As it is often said, sayings weren’t coined in a day. We’ve heard them say, once a rebel, always a rebel! And it could not have gotten any real for me as a young bride of 18, often spotting myself at cross roads with my in-laws, standing up for what I felt was unfair. My husband, Sanjay, has always been a pillar of support. In my quest of challenging archaic traditions, and speaking out aloud when I thought I wouldn’t comply, I had him by my side, espousing my cause before family at first, then society and at all stages of life, thereafter.
When motherhood finally arrived, I was too overwhelmed with everything around me, to feel or understand the difference, to be honest… and my naivette and relative immaturity due to my age wasn’t helping as well. Policed by rituals and guided by restrictions, there were too many excited family members who stepped in to offer advice and give a list of dos and donts. Amidst thisrestricted schedule, my first child made her way into the world and our hearts, we named her, Preeyam.

Did motherhood feel any different raising your younger child?
Certainly did. To be very honest, the first time, I even experienced the bond between a mother and an unborn child, was when I conceived my younger daughter, Prachi.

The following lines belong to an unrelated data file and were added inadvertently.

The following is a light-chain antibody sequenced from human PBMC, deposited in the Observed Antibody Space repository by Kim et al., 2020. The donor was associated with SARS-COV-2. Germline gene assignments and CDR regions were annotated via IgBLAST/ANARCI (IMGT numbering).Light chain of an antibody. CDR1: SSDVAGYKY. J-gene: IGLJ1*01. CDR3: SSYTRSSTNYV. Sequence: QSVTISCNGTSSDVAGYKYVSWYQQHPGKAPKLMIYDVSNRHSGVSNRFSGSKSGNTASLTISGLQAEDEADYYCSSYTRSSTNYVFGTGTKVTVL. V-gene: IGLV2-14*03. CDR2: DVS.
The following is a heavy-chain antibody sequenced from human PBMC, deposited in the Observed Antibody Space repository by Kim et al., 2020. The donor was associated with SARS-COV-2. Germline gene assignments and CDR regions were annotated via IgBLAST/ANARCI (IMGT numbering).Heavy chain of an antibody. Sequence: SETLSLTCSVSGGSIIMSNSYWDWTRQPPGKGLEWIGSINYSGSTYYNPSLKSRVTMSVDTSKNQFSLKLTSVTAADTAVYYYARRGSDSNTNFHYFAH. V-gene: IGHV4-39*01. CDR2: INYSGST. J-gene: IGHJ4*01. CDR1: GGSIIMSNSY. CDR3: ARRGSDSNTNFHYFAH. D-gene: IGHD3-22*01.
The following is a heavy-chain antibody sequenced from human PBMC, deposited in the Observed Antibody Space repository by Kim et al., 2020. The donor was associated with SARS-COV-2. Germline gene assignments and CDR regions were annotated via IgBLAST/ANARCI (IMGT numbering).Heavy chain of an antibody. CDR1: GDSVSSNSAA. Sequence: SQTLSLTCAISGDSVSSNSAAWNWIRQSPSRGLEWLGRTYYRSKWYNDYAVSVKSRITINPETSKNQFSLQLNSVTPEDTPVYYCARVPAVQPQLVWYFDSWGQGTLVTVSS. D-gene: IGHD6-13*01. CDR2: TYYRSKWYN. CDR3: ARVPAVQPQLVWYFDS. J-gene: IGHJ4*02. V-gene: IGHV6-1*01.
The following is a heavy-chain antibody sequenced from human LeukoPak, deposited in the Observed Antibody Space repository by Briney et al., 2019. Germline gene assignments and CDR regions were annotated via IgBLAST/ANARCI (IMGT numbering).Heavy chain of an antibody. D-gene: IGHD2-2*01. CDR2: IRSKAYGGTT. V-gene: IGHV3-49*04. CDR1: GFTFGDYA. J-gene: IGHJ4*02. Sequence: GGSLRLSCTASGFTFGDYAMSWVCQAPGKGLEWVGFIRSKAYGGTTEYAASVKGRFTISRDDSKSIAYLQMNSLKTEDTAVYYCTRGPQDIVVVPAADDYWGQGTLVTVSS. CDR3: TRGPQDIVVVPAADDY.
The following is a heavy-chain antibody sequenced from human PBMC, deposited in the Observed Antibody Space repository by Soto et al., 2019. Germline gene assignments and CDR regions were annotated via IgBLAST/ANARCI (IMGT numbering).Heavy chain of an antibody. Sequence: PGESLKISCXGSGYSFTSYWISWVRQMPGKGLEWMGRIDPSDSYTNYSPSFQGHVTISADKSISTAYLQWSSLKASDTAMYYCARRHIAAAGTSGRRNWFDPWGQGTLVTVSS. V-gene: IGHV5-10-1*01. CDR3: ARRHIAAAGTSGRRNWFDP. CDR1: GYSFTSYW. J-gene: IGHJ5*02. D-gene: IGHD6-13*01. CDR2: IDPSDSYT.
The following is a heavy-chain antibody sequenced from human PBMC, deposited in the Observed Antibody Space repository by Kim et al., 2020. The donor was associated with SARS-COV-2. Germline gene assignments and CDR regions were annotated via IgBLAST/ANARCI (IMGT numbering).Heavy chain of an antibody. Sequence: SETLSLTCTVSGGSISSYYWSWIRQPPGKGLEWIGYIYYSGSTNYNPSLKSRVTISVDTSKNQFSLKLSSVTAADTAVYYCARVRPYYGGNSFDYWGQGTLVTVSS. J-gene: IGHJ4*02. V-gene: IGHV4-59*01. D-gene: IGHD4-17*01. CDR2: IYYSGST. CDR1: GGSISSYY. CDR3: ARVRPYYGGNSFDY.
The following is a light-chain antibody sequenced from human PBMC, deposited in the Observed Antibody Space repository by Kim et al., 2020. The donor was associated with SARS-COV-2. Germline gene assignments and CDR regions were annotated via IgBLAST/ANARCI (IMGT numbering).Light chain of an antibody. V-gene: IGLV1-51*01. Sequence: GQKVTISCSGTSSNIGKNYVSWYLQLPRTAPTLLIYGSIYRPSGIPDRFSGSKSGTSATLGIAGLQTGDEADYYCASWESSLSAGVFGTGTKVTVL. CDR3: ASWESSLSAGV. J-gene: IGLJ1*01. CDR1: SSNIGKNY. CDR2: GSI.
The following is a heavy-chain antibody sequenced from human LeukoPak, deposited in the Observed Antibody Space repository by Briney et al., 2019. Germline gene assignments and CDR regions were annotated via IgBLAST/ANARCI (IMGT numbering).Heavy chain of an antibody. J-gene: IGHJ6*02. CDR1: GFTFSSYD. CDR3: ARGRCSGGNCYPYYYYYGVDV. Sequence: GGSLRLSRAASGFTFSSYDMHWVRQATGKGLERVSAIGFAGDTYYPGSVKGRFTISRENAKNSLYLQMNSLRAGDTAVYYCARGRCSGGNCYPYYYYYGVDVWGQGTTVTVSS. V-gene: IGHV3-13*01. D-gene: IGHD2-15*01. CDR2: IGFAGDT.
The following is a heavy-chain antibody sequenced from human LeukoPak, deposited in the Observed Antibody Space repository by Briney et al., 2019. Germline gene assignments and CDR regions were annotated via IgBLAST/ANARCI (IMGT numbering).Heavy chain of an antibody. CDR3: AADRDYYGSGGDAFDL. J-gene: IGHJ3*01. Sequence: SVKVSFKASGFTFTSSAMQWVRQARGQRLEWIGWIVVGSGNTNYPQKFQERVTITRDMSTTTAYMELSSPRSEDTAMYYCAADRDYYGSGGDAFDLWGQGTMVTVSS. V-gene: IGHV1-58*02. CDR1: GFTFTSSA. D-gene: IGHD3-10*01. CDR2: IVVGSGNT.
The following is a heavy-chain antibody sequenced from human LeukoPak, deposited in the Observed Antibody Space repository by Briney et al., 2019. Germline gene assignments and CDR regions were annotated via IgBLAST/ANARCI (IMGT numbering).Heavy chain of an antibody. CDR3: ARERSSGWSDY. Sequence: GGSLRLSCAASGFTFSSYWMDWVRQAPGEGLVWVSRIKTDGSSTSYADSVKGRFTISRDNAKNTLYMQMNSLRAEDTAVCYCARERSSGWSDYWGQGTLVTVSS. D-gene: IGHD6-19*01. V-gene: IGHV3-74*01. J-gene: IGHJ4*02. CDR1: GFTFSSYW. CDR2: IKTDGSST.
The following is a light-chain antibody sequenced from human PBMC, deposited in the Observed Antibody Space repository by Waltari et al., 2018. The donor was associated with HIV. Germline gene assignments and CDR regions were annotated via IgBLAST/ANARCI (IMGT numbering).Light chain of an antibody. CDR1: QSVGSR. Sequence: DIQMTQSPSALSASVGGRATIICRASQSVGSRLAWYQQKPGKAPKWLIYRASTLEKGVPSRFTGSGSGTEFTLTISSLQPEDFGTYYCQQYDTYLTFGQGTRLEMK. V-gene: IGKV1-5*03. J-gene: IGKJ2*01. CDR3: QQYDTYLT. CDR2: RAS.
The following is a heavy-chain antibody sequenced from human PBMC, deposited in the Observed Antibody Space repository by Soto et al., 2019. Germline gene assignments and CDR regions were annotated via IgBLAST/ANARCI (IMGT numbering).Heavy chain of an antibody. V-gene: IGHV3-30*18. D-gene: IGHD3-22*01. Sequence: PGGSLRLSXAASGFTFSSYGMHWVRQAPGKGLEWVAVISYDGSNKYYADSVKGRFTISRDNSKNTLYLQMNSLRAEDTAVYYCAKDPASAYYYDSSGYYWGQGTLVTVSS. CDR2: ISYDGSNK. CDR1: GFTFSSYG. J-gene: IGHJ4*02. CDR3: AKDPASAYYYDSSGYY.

Like most Indian families, the first child is always the recipient of love and attention from every nook and cranny of the extended circle.  Our family was no exception.Grandparents, uncles, aunts and cousins queued up to dote on Preeyam, I was left overwhelmed. As Preeyam grew up, my life progressed at a rapid speed, it didn’t take me long to realise that she had taken to me when it came to being active and quick on her toes and little arms. She was the naughty multi tasker, who had a special love for breaking perfume bottles!
With Prachi, things were different. I was a much experienced and matured woman with this passage of time. She came into our lives 8 years after Preeyam was born. In the years that had passed in the middle, I had miscarried a few times and had prayed fervently to god for a healthy child. My prayers had finally been answered.
I doted on Prachi and literally carried her in my arms all the time, till she reached the age of two. Her medical reports were perfect as the growth chart recorded that she was growing just fine. We put her in the best kindergarden there was, in the city, and that’s where it all started. Complaints started pouring in, every single day. Probably an interesting illustration of how even the most prestigious of pre schools, can be completely ignorant to symptoms of special needs subjecting the young children to anger, mockery and ridicule in their own ways. “Prachi is the perpetual talk of the staffroom, she is so naughty”